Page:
HS2 in UK first
HS2 in UK first, as engineers begin assembling off-site manufactured viaduct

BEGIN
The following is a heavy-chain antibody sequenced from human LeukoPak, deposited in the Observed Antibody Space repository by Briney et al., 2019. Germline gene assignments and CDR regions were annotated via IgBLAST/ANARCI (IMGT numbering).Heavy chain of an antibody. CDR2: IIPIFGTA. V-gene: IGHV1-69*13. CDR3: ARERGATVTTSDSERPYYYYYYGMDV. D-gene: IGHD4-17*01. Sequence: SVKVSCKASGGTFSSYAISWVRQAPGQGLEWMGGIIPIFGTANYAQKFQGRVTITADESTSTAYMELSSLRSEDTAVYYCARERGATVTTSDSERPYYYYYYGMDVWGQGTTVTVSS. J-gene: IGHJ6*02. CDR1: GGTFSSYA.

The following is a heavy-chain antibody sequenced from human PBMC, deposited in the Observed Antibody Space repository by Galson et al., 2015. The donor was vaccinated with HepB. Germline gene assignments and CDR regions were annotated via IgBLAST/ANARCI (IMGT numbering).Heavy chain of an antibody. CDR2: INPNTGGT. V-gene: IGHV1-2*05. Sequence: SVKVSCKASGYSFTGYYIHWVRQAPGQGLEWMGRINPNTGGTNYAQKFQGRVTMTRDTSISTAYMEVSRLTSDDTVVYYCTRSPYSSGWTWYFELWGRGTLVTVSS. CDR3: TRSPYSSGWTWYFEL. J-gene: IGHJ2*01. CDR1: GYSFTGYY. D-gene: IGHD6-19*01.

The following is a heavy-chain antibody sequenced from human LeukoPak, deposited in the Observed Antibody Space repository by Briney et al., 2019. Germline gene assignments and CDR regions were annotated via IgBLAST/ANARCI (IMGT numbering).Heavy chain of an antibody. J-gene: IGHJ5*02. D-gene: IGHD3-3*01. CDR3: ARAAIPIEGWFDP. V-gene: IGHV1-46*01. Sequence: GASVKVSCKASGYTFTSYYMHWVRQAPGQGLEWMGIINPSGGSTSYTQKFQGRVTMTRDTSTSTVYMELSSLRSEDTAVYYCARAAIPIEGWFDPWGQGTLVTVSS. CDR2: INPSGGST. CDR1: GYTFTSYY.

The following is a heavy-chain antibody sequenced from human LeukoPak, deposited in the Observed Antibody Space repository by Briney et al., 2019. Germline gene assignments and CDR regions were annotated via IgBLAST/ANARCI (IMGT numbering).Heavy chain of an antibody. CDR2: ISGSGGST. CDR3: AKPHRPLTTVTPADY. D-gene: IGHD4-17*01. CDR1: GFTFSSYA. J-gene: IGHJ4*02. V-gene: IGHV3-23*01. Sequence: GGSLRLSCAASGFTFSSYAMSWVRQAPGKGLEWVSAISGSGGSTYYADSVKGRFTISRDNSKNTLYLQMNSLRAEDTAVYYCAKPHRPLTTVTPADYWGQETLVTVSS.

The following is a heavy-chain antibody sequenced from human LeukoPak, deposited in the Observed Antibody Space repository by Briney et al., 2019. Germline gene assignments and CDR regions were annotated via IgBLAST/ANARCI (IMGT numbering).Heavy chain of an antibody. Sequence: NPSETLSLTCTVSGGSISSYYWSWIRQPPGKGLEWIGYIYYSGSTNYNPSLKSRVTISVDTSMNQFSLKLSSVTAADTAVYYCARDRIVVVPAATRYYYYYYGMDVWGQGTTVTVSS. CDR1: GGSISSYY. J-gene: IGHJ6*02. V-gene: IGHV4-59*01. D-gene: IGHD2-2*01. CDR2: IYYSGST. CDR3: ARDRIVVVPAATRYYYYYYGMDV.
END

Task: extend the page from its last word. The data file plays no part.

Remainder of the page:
HS2 has begun assembling the UK’s first major railway viaduct to be entirely manufactured off-site, in a move that represents a major step forward for viaduct design and promises to boosting safety and efficiency on site. Unlike more traditional viaduct designs, every major element of the 880m long Thame Valley Viaduct is being manufactured in a factory before being slotted together on site like a giant Lego set, cutting its carbon footprint by around a third. Crossing the flood plain of the River Thame, just outside Aylesbury, the viaduct will carry HS2 trains at speeds of up to 360km/h between London, Birmingham and the North – dramatically improving journeys while freeing up space for more freight and local services on the existing network. The 68 giant concrete piers – each weighing 42 tonnes – are being cast at PACADAR UK’s factory on the Isle of Grain, in Kent, before being transported to site by road. The first 14 piers were lifted into position on top of their foundations over the last four weeks. Set low into the landscape with a simple and consistent profile, the underside of the viaduct will be just 3m above the ground, with thirty-six even spans crossing the river and surrounding wetlands. Applying lessons from the construction of recent high-speed rail projects in Spain, the design team opted for a simple structural solution with two 25m long hollow beams per span, which cuts the amount of carbon-intensive concrete and steel, while simplifying work on site. The viaduct was designed by HS2 Ltd’s main works contractor, EKFB – a team made up of Eiffage, Kier, Ferrovial Construction and BAM Nuttall – working with specialist on-site construction partner, FC Civils Solutions. Traditionally, viaduct beams are secured together above each of the piers with a concrete diaphragm which is cast in situ. The larger pre-cast beams that will be used at Thame Valley can be secured directly to one another, removing the need for the diaphragm – and allowing every major element of the structure to be pre-fabricated. As well as cutting embedded carbon in terms of materials, the pre-fabricated approach requires less lorries to deliver material to site, simplifies construction, cuts waste, reduces disruption for the community during construction – and improves safety by reducing the need for people to work at height. Off-site manufacturing also helps spread contract opportunities and supply chain jobs across the UK, with 200 people – including apprentices and graduate engineers from nearby Universities – employed on the Isle of Grain, delivering the viaduct and also making tunnel segments for HS2’s London tunnels.
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